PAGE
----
How to find the best grill for your cottage

Grilling

Whether you’re perched on a rock overlooking the lake or gathered around the picnic table on the deck, there’s something quintessentially cottagey about al fresco dining. Your grill is an essential part of that outdoor eating—cooking over flames is an important element of reconnecting with nature that marks the perfect cottage weekend.

So how do you decide what grill is best for your getaway? Charcoal or gas? Metal or ceramic? What size is right for your family? And what about accessories?

Both gas and charcoal have pros and cons associated with them. Charcoal grills tend to give a better flavour to meat. They also cook hotter, and they smell better. Plus, they have a certain retro appeal to them that’s ideal for the cottage. They can be messy, though, and they take a longer time to heat up—which is no fun when you’re craving a quick bite.

Gas grills, on the other hand, light faster, heat up more quickly, and provide a consistent heat. They don’t impart as much flavour as charcoal, and they deprive you, just a little, of that primal thrill of cooking over a more traditional flame.

There are a lot of factors that go into deciding which barbecue is best. Beyond the basics, ask yourself the following questions:

How accessible is my cottage?

If your cottage is only accessible by boat, you might think twice about that $2,700 six-burner model with 768 square inches of cooking space. And never mind that nifty ceramic kamado-style grill that works great but weighs 140 pounds. Let’s face it—a charcoal kettle and a bag of briquettes is a lot easier to haul across the lake or up the river.

Do I need to be able to cook quickly?

Depending on whether you have kids, and whether those kids get rowdy if they have to wait for dinner, you may want to forego a charcoal grill for the convenience of a gas model. Even better—although slightly more expensive—hook your gas grill up to your cottage’s natural gas line (if you’ve got one), and you’ll never have to worry about running out of propane again.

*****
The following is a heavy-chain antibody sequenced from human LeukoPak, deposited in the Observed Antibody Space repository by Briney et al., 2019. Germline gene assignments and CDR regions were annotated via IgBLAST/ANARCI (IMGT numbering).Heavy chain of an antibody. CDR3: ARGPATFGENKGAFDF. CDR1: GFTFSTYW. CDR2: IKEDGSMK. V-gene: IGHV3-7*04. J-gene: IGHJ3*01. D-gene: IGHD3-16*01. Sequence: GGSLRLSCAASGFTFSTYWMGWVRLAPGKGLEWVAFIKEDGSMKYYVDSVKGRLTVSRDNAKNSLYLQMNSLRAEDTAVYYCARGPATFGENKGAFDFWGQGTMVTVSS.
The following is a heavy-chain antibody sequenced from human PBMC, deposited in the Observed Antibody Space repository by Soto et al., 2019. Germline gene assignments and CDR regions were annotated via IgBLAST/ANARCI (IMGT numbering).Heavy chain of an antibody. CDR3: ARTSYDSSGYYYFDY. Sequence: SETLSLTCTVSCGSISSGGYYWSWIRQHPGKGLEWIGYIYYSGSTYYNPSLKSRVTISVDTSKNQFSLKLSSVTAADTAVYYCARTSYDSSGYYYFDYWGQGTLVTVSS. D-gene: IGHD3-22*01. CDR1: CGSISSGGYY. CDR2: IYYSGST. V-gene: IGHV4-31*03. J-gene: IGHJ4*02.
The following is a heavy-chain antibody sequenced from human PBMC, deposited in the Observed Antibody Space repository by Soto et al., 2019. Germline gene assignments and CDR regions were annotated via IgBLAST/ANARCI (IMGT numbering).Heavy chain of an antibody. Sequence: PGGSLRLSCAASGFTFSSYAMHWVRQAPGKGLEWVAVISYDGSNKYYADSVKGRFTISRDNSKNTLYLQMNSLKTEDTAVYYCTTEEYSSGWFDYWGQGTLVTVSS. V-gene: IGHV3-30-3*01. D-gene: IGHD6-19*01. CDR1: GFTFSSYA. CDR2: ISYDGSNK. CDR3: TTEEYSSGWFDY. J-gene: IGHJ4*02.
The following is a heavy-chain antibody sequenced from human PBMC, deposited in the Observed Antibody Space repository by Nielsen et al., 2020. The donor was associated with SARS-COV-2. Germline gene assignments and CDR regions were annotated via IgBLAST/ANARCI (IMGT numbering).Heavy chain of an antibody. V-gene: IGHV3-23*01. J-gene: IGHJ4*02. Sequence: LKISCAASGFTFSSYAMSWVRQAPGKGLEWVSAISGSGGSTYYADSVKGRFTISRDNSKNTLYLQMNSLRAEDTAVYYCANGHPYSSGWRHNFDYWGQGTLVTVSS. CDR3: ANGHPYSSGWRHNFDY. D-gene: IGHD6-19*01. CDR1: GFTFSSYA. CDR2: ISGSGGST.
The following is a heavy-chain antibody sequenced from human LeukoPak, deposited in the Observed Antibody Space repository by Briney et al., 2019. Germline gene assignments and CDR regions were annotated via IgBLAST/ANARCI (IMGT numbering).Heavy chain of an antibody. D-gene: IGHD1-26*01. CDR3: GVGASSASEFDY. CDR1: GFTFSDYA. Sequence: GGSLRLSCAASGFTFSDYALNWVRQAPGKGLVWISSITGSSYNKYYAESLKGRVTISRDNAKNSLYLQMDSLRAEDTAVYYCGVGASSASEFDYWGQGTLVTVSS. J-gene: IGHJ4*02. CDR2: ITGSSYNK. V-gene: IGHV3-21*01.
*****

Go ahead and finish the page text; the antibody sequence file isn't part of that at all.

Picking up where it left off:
How much money do I have?

Charcoal kettles tend to be cheaper than gas barbecues. (You can get a tiny version for $40, whereas a basic gas model will cost you about $150.)

Do I need something portable?

There are portable gas and charcoal models available. If you don’t want to have to cart around your fuel—and you’ll be somewhere with an electrical outlet—consider an electric grill. Just make sure you get one that will heat up enough to sear a steak—in the case of electric grills, you tend to get what you pay for.

Do I want to show off to my friends?

C’mon—grilling is just a tiny bit theatrical. If you want to impress the grillerati among your friends, pick up a Big Green Egg. This ceramic kamado-style kettle has serious cachet among those who take grilling seriously—and a price tag to match.

Some folks decide to go with both types of grills—a gas one for when supper needs to be on the table quickly, like after a day spent fishing, and a charcoal kettle for when dinner can take a little longer.

Whatever type of grill you choose, there’s nothing that beats the sound of sizzle and the smell of smoke. Chow down and enjoy.